So… yeah. It’s kind of freeing. and I love that! Knowing that I have to use what I have, I have majorly narrowed down my queue, which previously consisted of a lot of projects I wanted to knit, but didn’t have the yarn for yet. It now comprises only projects that I have the yarn for, which makes it so easy to select a pattern, knowing I have everything I need. Another bonus is not feeling the guilt of buying yarn I don’t need when I have so much un-loved yarn in stash! I’m even looking at de-stashing several skeins that don’t fit into my plan. My goal is that, at the end of the year, all my yarn fits into my cube storage system, and that I never outgrow that.

Recently, I was listening to the Yarniacs podcast and they were talking about not believing in “yarn diets” – that if you see beautiful yarn and you want it, you should buy it. And honestly, I kind of agree. However, this is a more personal goal centered around setting intentions and following through with them. First, I need to spend less on yarn. But really I just feel wasteful to have all that yarn and not use it! So although “knit from stash” was a general goal of mine last year, I didn’t really stick with it. This year, I’m committed. So far, I’ve had fun shopping my stash to knit The Peaks Beanie by Ria Plachutin, a few pairs of socks, and even a test knit!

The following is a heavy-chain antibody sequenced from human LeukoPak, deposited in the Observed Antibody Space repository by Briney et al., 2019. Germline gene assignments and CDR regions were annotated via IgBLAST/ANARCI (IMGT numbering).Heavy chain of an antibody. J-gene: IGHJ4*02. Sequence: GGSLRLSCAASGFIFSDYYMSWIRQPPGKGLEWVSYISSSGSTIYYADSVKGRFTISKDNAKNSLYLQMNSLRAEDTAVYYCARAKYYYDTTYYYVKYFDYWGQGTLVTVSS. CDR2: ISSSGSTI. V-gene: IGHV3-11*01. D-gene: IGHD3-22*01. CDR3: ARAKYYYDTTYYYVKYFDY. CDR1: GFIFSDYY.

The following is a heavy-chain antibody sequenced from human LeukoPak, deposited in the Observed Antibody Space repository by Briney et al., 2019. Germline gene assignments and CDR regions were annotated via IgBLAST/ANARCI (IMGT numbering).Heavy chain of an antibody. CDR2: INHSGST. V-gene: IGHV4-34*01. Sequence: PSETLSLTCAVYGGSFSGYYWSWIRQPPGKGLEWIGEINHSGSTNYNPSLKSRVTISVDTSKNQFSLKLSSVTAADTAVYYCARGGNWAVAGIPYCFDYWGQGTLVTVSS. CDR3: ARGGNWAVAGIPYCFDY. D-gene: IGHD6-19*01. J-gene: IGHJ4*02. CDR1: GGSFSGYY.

Speaking of test knitting, I often waffle on whether or not to agree to a test knit because I don’t have the yarn I need. Not buying yarn makes that a very simple decision! Overall, I haven’t wanted even to buy yarn (okay, I cheated because I had to buy yarn for my husband’s sweater… but I took no pleasure in buying it)! I have plenty of yarn for socks, a couple good sweaters’ quantities, and let’s not even mention the mounds of leftovers and scraps that need love. I’m looking forward to seeing how this plays out, but… so far, so good!

How about you? Are you a yarn-stashing fiend or do you buy for specific projects?

make nine 2019 | the one with the grid

Curating a Make Nine photo grid feels so official. It screams I’m going to make this stuff no matter what! But for me, it’s more of a general “I want to make this stuff, but if I don’t, that’s okay.” I’m using it as a pared-down version of my queue, the things I want to make first. These are the top-priority knits for 2019. But if I change my mind and no longer want to knit something, I won’t force myself to make it for the sake of the challenge. That’s just silly.